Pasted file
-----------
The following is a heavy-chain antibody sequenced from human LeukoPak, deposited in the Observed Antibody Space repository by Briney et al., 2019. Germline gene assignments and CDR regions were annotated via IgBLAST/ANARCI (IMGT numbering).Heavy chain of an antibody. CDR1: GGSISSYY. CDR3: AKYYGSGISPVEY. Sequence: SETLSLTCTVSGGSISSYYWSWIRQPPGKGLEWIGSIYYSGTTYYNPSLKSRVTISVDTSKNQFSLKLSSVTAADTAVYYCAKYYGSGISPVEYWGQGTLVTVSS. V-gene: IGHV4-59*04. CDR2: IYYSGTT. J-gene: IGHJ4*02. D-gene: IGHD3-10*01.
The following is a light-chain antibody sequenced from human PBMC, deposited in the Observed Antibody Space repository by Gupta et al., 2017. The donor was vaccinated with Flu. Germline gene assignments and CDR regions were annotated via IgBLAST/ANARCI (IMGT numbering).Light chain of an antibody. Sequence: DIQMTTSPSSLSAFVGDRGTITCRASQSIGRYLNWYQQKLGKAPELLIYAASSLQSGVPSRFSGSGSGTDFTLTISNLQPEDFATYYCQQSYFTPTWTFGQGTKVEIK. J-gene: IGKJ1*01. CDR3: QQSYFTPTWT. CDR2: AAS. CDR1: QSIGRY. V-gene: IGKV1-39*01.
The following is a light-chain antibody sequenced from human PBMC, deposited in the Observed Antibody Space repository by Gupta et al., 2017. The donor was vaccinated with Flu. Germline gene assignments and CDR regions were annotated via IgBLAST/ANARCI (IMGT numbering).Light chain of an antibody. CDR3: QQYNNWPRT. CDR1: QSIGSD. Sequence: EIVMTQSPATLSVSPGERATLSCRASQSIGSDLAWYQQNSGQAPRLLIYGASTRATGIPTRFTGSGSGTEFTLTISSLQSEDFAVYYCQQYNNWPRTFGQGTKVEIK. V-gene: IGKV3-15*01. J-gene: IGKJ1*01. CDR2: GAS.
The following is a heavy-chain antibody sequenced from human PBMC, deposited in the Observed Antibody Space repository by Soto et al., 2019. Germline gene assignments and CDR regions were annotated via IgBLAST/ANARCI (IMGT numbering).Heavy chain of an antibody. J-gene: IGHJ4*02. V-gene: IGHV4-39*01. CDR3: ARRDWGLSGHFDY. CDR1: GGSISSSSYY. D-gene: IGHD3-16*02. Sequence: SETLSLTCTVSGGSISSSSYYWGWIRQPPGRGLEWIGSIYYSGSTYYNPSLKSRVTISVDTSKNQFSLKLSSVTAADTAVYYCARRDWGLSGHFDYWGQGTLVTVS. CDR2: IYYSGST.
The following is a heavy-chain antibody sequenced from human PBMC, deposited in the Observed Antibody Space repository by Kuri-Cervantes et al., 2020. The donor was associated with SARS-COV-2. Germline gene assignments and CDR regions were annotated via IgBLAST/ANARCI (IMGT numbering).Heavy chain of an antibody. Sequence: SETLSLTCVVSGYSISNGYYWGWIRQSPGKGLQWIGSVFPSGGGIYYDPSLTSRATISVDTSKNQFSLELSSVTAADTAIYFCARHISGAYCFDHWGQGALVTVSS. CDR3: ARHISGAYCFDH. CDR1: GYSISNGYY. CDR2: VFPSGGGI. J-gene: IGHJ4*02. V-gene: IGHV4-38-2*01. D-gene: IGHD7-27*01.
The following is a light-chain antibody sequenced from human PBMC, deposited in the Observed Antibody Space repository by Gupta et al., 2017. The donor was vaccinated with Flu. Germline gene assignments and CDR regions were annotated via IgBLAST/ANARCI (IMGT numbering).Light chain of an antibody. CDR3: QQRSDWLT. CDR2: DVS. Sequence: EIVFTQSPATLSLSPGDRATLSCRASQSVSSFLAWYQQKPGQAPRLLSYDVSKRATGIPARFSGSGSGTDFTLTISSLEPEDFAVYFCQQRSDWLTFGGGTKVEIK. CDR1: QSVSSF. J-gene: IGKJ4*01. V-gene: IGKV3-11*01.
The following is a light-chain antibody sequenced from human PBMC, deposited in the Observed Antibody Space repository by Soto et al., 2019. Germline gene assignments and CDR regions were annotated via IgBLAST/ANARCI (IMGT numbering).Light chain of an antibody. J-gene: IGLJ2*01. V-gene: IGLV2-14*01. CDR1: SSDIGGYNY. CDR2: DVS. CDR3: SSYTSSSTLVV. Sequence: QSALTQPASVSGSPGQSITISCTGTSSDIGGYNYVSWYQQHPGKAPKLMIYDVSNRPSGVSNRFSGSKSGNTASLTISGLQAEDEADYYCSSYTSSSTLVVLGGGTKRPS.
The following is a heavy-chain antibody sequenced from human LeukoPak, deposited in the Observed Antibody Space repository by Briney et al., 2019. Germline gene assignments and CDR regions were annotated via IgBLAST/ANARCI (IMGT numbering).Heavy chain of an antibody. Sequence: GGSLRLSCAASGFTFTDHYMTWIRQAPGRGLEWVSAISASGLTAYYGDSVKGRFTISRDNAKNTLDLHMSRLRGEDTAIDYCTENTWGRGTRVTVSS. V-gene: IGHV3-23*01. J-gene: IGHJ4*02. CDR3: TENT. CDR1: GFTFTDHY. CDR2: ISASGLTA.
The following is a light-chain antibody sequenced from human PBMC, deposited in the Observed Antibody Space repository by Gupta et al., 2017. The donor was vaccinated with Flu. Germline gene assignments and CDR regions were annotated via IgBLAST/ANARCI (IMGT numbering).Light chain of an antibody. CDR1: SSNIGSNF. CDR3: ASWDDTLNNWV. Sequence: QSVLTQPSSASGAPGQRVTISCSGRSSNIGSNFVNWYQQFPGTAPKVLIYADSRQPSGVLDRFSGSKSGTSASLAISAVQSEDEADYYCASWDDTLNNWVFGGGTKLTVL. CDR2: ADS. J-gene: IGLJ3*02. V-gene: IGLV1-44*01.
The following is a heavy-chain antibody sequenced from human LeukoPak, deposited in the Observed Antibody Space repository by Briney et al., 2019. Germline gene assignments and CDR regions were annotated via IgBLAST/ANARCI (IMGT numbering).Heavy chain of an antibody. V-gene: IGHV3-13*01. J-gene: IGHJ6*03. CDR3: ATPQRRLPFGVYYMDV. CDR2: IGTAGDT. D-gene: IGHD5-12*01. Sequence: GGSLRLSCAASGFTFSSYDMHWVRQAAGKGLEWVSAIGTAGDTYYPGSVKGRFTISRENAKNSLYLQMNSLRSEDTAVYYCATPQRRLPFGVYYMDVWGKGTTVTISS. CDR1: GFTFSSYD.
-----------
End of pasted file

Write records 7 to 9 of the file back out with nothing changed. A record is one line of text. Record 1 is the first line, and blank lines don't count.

The following is a light-chain antibody sequenced from human PBMC, deposited in the Observed Antibody Space repository by Soto et al., 2019. Germline gene assignments and CDR regions were annotated via IgBLAST/ANARCI (IMGT numbering).Light chain of an antibody. J-gene: IGLJ2*01. V-gene: IGLV2-14*01. CDR1: SSDIGGYNY. CDR2: DVS. CDR3: SSYTSSSTLVV. Sequence: QSALTQPASVSGSPGQSITISCTGTSSDIGGYNYVSWYQQHPGKAPKLMIYDVSNRPSGVSNRFSGSKSGNTASLTISGLQAEDEADYYCSSYTSSSTLVVLGGGTKRPS.
The following is a heavy-chain antibody sequenced from human LeukoPak, deposited in the Observed Antibody Space repository by Briney et al., 2019. Germline gene assignments and CDR regions were annotated via IgBLAST/ANARCI (IMGT numbering).Heavy chain of an antibody. Sequence: GGSLRLSCAASGFTFTDHYMTWIRQAPGRGLEWVSAISASGLTAYYGDSVKGRFTISRDNAKNTLDLHMSRLRGEDTAIDYCTENTWGRGTRVTVSS. V-gene: IGHV3-23*01. J-gene: IGHJ4*02. CDR3: TENT. CDR1: GFTFTDHY. CDR2: ISASGLTA.
The following is a light-chain antibody sequenced from human PBMC, deposited in the Observed Antibody Space repository by Gupta et al., 2017. The donor was vaccinated with Flu. Germline gene assignments and CDR regions were annotated via IgBLAST/ANARCI (IMGT numbering).Light chain of an antibody. CDR1: SSNIGSNF. CDR3: ASWDDTLNNWV. Sequence: QSVLTQPSSASGAPGQRVTISCSGRSSNIGSNFVNWYQQFPGTAPKVLIYADSRQPSGVLDRFSGSKSGTSASLAISAVQSEDEADYYCASWDDTLNNWVFGGGTKLTVL. CDR2: ADS. J-gene: IGLJ3*02. V-gene: IGLV1-44*01.